From the current comparisons, for scenario I and scenario II (Fig. 11 – Fig. 14), it can be inferred that the ESD protection turn on can significantly change the current paths within the phone and the current distribution between the I/O and ground pins. To obtain an approximate distribution of currents that flow into the flex cable and to the body of the phone via capacitive coupling after a discharge to the glass, all the measured currents on both the LCD and touchscreen flex cables were summed up and compared with the discharge current into the copper patch. The comparison between the patch current and summation of individual currents and the summation of the absolute magnitude of individual currents for scenario-I is shown in Fig. 18. The peak current magnitude of the discharge current is about 1.6 A and that of the summed-up currents is 1.2 A in scenario I.

VI.CONCLUSION

A measurement technique is presented that allows measuring the induced currents at the LCD and touchscreen flex cable connectors on a substitution board due to an ESD to the glass/screen of a mobile device. The design of a substitution board based on the EMC relevant features of the mobile device and the measurement set-up for measuring the currents on various I/O and ground connections individually was demonstrated. The use of multiple coaxial cables that are well connected to the reference plane presents a similar scenario as that of a mobile device connected by a single wide, short USB or charging cable. The resistive terminations for different lines are chosen so as to emulate the impedance of the actual main board terminations as close as possible. Here, one can change the values depending on the assumed status of the ESD protection at the IC I/Os. Preliminary measurements using the substitution board indicated that a large part of the discharge current flows to the PCB via the flex cables and a smaller part via capacitive coupling to the phone body. The current distribution may be different for different products. In addition, observations of the measured peak current magnitudes at various flex connector pins show that the turn on of the ESD protection circuits at the ICs I/O can significantly change the current paths within the phone. These ratios may be influenced by the status of the ESD protection circuits at the ICs I/O. The current values measured using the substitution board can help to understand damage to the driver IC or the display IC or disturbances of the data transfer and can be used to correlate the current magnitudes to system level effects. The applicability of the substitution board methodology is not limited to mobile devices and can be applied to other electronic products as well.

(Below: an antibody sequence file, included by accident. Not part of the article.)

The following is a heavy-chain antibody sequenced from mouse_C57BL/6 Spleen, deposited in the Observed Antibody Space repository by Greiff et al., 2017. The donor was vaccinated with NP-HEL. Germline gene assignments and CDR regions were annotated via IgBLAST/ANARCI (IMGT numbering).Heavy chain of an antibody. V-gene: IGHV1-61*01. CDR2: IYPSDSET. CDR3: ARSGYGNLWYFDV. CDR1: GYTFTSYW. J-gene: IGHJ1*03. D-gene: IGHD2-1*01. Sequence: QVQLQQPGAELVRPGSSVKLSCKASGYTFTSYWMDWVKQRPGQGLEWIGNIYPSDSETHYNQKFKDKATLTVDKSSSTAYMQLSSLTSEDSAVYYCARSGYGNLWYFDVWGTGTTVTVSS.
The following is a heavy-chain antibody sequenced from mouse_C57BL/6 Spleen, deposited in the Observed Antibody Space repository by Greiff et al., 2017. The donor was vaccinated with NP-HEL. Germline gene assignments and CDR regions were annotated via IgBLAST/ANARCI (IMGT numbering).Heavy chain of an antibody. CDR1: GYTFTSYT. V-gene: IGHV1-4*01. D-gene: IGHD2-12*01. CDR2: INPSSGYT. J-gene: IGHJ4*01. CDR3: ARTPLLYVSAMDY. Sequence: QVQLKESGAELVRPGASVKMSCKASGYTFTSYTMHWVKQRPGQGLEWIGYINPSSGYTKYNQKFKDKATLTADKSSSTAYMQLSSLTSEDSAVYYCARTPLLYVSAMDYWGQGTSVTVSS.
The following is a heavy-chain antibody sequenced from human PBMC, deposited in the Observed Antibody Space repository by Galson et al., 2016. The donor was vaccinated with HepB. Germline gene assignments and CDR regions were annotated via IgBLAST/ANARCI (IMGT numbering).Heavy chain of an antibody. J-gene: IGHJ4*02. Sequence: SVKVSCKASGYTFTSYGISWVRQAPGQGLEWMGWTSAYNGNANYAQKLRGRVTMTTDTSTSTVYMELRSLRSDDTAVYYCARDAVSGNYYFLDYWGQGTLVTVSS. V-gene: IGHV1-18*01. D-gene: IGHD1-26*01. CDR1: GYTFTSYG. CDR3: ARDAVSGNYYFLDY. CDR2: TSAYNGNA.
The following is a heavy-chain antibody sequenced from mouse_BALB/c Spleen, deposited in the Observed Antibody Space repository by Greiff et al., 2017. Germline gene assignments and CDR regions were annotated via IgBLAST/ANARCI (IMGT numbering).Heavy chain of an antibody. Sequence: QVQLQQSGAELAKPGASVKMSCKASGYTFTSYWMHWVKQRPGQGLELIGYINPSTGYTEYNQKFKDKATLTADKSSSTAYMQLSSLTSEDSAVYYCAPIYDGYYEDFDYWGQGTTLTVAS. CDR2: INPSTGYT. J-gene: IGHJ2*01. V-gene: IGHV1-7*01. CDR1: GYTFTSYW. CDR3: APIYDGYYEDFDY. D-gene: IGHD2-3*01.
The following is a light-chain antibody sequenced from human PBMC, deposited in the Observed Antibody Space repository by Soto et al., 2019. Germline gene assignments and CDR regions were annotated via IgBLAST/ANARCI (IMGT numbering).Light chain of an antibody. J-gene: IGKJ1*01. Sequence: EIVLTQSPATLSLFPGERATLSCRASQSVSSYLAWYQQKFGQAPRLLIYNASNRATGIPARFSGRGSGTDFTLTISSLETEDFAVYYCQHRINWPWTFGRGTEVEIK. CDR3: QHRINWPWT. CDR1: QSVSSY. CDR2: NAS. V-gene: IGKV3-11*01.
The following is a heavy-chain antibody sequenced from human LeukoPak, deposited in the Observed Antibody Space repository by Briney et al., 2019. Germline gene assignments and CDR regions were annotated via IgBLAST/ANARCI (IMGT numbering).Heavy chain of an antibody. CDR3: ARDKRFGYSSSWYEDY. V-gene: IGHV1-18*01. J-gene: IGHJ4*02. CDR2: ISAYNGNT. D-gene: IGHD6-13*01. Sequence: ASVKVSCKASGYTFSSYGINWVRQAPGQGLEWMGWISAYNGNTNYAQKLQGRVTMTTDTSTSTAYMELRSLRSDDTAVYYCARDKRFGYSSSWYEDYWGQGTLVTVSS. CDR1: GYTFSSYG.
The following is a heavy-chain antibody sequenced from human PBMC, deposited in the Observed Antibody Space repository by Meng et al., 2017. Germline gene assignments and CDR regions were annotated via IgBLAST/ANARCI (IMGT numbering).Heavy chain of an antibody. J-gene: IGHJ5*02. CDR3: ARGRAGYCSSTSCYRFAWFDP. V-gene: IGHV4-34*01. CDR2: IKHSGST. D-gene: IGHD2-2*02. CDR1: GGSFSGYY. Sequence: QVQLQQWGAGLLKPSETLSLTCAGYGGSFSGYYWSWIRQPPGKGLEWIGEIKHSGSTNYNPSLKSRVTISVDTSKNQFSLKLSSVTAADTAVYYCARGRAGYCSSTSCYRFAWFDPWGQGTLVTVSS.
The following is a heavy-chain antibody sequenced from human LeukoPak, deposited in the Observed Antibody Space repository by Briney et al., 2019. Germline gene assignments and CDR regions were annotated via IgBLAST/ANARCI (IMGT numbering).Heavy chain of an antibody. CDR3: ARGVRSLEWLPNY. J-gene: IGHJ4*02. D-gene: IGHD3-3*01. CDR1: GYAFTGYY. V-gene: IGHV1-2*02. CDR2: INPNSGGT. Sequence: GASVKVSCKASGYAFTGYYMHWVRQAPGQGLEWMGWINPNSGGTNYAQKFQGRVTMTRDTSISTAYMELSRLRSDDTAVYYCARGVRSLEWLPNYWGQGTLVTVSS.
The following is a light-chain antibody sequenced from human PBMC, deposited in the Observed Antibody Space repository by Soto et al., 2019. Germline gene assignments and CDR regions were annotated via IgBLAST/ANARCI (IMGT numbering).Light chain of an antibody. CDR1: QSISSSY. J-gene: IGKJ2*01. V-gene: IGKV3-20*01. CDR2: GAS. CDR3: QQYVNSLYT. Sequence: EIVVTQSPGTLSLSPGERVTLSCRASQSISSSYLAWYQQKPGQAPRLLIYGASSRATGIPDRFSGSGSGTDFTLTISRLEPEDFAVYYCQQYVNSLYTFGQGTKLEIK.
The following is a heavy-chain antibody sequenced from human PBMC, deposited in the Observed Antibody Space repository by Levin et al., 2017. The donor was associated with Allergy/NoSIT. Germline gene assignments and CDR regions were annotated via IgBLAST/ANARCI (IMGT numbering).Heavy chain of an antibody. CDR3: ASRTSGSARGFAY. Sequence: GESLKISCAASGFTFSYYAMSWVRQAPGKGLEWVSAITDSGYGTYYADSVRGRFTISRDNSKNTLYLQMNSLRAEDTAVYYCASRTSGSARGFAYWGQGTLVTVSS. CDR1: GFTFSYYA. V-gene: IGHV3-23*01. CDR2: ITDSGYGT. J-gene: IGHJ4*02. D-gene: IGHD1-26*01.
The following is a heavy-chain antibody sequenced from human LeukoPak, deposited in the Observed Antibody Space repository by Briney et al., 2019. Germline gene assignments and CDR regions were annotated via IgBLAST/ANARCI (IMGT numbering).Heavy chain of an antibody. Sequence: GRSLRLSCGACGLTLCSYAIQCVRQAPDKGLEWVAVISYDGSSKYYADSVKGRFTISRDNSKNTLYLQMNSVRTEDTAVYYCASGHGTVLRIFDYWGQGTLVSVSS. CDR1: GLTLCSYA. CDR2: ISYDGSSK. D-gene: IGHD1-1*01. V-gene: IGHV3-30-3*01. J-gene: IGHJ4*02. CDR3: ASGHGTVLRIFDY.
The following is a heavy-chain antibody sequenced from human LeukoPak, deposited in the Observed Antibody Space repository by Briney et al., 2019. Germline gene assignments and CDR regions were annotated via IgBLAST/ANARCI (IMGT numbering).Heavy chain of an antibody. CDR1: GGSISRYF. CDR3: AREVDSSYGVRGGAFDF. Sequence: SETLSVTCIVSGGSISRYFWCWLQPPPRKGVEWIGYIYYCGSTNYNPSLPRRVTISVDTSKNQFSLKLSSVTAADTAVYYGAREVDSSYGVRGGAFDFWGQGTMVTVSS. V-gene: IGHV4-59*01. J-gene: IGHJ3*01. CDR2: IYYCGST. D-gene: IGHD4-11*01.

Besides measuring ESD currents the substitution board offers various other applications with respect to the coupling and propagation of self-interference causing signals or EMI problems.

VII.ACKNOWLEDGEMENT

This paper is based upon work supported partially by the National Science Foundation under Grant No. IIP-1440110.